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ISS 1

NSSDCA/COSPAR ID: 1976-019A

Description

The Ionosphere Sounding Satellite was developed as part of Japan's contribution to the International Magnetospheric Study (IMS). Its objectives were to accumulate data for study of the topside ionosphere and to survey radio noise at four frequencies, from both earth and cosmic sources. It was planned to prepare worldwide maps of f2 critical frequency from the ionosphere sounding data. The ISS was a small observatory with four experiments on board. The spacecraft, a right cylinder 82-cm long and 93.5-cm in diameter, was spin stabilized at about 10 rpm with the spin axis normal to the ecliptic plane. Two pairs of crossed dipole antennas extended from the central part of the satellite and lay perpendicular to the spin axis. These antennas, 36.8- and 11.4-m long, were unfurled in orbit and were shared by ionospheric sounding and radio noise experiments. A spherical retarding potential trap sensor was mounted on a boom perpendicular to the spin axis. A magnetic attitude sensor was mounted on a similar boom on the opposite side of the spacecraft. The remaining experiment involved a Bennett-type mass spectrometer with two sensors flush mounted on opposite ends of the spacecraft. Spacecraft attitude was determined by means of a magnetometer, a solar sensor, and an earth horizon sensor. Small telemetry and command antennas extended from the spacecraft. The spacecraft was powered from a battery-solar-cell system with solar cells covering most of the cylindrical surface. One tape recorder on board permitted spacecraft operation in either a recorded (for up to 112 min) or real-time mode. Readout and real-time operation were planned to be from Kagoshima, Japan, and Soywa station, Antarctica.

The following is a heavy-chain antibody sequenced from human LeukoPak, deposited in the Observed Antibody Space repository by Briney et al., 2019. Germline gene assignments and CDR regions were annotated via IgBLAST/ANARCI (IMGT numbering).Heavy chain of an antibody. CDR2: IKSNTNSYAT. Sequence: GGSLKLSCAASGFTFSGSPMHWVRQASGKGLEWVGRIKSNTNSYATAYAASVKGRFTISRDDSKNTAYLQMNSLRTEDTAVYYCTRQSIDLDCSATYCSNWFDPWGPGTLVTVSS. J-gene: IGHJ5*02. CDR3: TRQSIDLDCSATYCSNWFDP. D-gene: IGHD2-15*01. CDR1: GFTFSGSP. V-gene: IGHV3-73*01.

Alternate Names

  • 08709
  • Ionosphere Sounding Sat
  • JISS
  • ISS1

Facts in Brief

Launch Date: 1976-02-29
Launch Vehicle: Nu
Launch Site: Tanegashima, Japan
Mass: 135 kg

Funding Agencies

  • Radio Research Lab (Japan)
  • National Space Development Agency (NASDA) (Japan)

Discipline

  • Space Physics

Additional Information

Questions and comments about this spacecraft can be directed to: Dr. Dieter K. Bilitza

 

Personnel

NameRoleOriginal AffiliationE-mail
Dr. Yoshiharu OgataProject ManagerRadio Research Laboratory
Dr. Kazuhiko TaoProject ScientistRadio Research Laboratory
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